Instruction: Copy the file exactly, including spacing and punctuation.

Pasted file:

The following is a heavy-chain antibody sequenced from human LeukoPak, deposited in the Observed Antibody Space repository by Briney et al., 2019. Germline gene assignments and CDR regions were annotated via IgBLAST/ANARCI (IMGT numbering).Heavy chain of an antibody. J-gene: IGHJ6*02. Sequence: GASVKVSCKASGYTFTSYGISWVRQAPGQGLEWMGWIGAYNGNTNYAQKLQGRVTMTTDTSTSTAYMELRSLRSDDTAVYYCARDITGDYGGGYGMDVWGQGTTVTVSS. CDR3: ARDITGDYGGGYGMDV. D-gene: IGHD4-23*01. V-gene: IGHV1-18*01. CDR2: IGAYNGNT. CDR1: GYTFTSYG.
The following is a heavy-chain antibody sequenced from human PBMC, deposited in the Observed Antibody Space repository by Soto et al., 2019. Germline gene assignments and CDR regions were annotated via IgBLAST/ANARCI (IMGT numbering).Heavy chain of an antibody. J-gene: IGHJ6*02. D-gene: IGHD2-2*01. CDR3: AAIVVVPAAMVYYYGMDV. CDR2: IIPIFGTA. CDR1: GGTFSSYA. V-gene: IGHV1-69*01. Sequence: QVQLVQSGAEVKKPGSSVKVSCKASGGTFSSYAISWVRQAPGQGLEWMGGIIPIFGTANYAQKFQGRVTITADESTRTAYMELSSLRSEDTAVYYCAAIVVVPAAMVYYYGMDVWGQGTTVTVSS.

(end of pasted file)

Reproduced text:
The following is a heavy-chain antibody sequenced from human LeukoPak, deposited in the Observed Antibody Space repository by Briney et al., 2019. Germline gene assignments and CDR regions were annotated via IgBLAST/ANARCI (IMGT numbering).Heavy chain of an antibody. J-gene: IGHJ6*02. Sequence: GASVKVSCKASGYTFTSYGISWVRQAPGQGLEWMGWIGAYNGNTNYAQKLQGRVTMTTDTSTSTAYMELRSLRSDDTAVYYCARDITGDYGGGYGMDVWGQGTTVTVSS. CDR3: ARDITGDYGGGYGMDV. D-gene: IGHD4-23*01. V-gene: IGHV1-18*01. CDR2: IGAYNGNT. CDR1: GYTFTSYG.
The following is a heavy-chain antibody sequenced from human PBMC, deposited in the Observed Antibody Space repository by Soto et al., 2019. Germline gene assignments and CDR regions were annotated via IgBLAST/ANARCI (IMGT numbering).Heavy chain of an antibody. J-gene: IGHJ6*02. D-gene: IGHD2-2*01. CDR3: AAIVVVPAAMVYYYGMDV. CDR2: IIPIFGTA. CDR1: GGTFSSYA. V-gene: IGHV1-69*01. Sequence: QVQLVQSGAEVKKPGSSVKVSCKASGGTFSSYAISWVRQAPGQGLEWMGGIIPIFGTANYAQKFQGRVTITADESTRTAYMELSSLRSEDTAVYYCAAIVVVPAAMVYYYGMDVWGQGTTVTVSS.